Get lots of oxygen into your system, run on the spot and wave your arms about like a lunatic. It burns off the stress chemicals. Speak to members of your audience as they come in or at some time before you stand up. That tricks your brain into thinking you’re talking to some friends. Have a glass of water handy for that dry mouth. Stick cotton wool on your kneecaps so people won’t hear them knocking.
One word of warning – do not drink alcohol. It might give you Dutch courage but your audience will end up thinking you’re speaking Dutch.
This is it, the big moment when you tell your audience what a clever person you are and have them leap to their feet in thunderous applause. Okay, let’s step back a bit – if you want their applause then you’re going to have to work for it. Right from the start your delivery needs to grab their attention.
Don’t start by saying – ‘Good morning, my name is Fred smith and I’m from Smith and Company.” Even if your name is smith, it’s a really boring way to start a presentation.
Far better to start with some interesting facts or an anecdote that is relevant to your presentation.
Look at the audience as individuals; I appreciate that this can be difficult when some of them are downright ugly. However it grabs their attention if they think you’re talking to them individually.
Talk louder than you would normally do, it keeps the people in the front row awake and makes sure those at the back get the message. Funnily enough, it’s also good for your nerves.
As a professional speaker, I’m not that struck on PowerPoint. I feel that too many speakers rely on it and it takes over the presentation. After all, you’re the important factor here. If an audience is going to accept what you say then they need to see the whites of your eyes. There needs to be a big focus on you, not on the technology.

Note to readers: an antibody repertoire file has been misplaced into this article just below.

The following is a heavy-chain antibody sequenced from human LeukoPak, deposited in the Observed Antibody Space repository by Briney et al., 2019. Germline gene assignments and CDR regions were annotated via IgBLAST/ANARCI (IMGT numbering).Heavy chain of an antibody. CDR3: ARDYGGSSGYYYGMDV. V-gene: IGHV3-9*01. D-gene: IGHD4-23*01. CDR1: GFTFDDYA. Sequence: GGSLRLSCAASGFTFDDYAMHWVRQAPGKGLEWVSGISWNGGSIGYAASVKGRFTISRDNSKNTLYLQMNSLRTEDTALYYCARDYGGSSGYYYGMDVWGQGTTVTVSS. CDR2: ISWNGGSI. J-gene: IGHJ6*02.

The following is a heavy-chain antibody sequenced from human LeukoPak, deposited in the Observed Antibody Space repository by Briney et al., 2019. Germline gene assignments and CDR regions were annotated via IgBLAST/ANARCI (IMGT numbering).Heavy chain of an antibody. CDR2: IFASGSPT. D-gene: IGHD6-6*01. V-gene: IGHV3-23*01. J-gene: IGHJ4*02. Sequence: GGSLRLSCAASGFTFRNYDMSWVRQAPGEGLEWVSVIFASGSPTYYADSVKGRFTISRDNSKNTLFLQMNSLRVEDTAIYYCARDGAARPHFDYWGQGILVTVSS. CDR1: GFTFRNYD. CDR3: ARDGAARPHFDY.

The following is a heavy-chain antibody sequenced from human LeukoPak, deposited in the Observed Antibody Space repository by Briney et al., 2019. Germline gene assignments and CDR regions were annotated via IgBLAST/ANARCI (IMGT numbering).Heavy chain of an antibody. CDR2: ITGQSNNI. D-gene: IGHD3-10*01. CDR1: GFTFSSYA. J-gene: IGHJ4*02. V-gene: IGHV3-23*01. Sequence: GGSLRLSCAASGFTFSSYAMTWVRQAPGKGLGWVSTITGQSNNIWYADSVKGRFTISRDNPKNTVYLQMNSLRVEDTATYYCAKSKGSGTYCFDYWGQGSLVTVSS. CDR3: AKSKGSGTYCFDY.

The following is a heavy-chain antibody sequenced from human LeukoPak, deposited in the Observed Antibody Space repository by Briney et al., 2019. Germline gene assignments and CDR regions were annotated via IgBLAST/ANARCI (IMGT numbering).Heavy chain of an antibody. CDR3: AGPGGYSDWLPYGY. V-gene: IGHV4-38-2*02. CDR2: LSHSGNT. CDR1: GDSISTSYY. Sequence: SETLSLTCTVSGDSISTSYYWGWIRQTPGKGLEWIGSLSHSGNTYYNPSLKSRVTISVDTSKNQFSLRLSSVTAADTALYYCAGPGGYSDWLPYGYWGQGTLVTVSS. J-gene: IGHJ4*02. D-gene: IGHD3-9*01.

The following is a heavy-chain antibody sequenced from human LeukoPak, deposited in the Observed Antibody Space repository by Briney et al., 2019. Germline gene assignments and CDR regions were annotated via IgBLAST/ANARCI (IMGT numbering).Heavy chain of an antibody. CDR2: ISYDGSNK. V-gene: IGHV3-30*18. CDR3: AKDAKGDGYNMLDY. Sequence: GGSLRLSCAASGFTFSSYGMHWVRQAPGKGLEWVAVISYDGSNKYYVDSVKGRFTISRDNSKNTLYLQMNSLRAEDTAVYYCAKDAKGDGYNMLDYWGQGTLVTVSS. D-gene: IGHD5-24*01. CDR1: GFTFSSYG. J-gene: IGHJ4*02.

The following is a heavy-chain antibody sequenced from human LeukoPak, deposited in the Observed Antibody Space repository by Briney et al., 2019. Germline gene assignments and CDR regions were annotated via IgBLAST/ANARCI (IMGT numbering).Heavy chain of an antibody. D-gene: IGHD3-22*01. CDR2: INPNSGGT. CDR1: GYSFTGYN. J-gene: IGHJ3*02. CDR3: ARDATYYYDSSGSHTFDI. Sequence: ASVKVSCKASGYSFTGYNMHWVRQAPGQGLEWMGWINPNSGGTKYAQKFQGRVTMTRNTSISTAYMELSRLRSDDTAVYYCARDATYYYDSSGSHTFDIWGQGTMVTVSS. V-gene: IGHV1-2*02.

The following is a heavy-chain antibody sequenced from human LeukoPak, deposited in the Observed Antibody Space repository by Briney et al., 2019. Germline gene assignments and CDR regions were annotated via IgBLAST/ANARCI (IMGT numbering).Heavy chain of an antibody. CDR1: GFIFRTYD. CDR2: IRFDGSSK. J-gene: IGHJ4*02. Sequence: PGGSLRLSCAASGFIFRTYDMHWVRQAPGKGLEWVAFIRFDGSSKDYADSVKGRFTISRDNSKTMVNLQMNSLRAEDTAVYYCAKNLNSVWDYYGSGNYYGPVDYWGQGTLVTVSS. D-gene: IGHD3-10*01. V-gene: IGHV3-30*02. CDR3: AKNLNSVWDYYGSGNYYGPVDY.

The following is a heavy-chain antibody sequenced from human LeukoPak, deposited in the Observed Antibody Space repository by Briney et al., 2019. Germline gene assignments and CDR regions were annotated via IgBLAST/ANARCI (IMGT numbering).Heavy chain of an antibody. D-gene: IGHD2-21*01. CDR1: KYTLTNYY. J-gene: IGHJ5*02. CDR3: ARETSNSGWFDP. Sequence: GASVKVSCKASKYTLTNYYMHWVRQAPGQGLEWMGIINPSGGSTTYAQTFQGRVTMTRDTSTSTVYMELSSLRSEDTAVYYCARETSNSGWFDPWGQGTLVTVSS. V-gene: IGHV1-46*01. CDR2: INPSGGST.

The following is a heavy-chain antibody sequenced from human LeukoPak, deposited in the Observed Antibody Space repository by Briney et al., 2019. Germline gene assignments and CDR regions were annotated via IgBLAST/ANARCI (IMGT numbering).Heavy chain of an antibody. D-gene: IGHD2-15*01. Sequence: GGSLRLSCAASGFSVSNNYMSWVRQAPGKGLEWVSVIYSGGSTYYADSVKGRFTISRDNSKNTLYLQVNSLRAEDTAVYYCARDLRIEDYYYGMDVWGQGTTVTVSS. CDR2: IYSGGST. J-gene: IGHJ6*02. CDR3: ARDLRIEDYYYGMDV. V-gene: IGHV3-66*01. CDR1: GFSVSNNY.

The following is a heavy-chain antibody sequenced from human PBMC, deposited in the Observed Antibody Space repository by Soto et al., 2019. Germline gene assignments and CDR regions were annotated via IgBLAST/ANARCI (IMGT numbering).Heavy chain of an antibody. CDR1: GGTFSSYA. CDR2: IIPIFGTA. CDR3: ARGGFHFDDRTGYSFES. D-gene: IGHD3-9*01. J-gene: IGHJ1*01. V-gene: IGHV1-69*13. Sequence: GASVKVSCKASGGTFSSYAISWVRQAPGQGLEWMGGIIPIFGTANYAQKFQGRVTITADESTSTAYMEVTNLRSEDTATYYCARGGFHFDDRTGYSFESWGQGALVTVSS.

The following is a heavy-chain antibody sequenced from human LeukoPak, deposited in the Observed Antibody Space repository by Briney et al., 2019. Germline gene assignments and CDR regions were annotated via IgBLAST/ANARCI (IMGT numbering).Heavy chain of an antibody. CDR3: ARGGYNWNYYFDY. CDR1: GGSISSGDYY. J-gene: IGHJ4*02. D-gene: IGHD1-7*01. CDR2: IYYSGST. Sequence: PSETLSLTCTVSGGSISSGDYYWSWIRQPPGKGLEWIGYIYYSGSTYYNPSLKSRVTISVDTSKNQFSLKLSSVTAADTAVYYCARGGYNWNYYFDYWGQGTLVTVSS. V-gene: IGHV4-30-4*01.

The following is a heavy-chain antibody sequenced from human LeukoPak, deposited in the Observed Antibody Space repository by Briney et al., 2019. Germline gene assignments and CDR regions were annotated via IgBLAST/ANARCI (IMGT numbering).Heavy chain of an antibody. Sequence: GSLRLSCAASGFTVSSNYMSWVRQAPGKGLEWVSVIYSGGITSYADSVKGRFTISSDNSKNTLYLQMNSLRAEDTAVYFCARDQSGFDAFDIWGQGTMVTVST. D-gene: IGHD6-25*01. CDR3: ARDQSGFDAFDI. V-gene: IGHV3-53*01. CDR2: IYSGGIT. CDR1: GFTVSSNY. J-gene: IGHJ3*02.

Use PowerPoint if you want but keep it to a minimum. Forget the pie charts, squiggly lines and other stuff that only you can understand. Use graphics and build a story around the pictures.
Why not get a bit clever at using the faithful old Flip Chart, lots of professionals do.
This is what stops the audience in their tracks. This is what makes them want to employ you; to accept what you’re proposing and make them want you to marry their son or daughter. Couple this with some energy, enthusiasm and emotion and you have the makings of a great public speaker.
Just think of our old friend Adolph Hitler, boy could he move an audience to action. It’s just too bad he was selling something that wasn’t to everyone’s liking.
Give your presentation a bit of oomph and don’t start telling me – ‘I’m not that kind of person.’
There’s no need to go over the top, but you’re doing a presentation to move people to action, not having a cosy little chat in your living room.
That’s the P’s finished with so let’s look at the Q’s.
Decide when you’re going to take them and tell people at the start. In a short speech it’s best to take questions at the end. If you take them as you go then you may get waylaid and your timing will get knocked out.
Never – never – never finish with questions; far better to ask for questions five or ten minutes before the end. Deal with the questions and then summarise for a strong finish. Too many presentations finish on questions and the whole thing goes a bit flat.
When you’re asked a question, repeat it to the whole audience and thank the questioner. It keeps everyone involved, it gives you time to think and it makes you look so clever and in control.
Quit when you’re ahead. Stick to the agreed time; if you’re asked to speak for twenty minutes, speak for nineteen and the audience will love you for it. Remember, quality is not quantity.
One of the most famous speeches ever – “The Gettysburg Address”, by President Lincoln, was just over two minutes long.
Right, that’s my cue to quit when I’m ahead. Public Speaking will never be easy for most of us but we can all do it a whole lot better.
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Posted in: Leadership, Motivation, Public speaking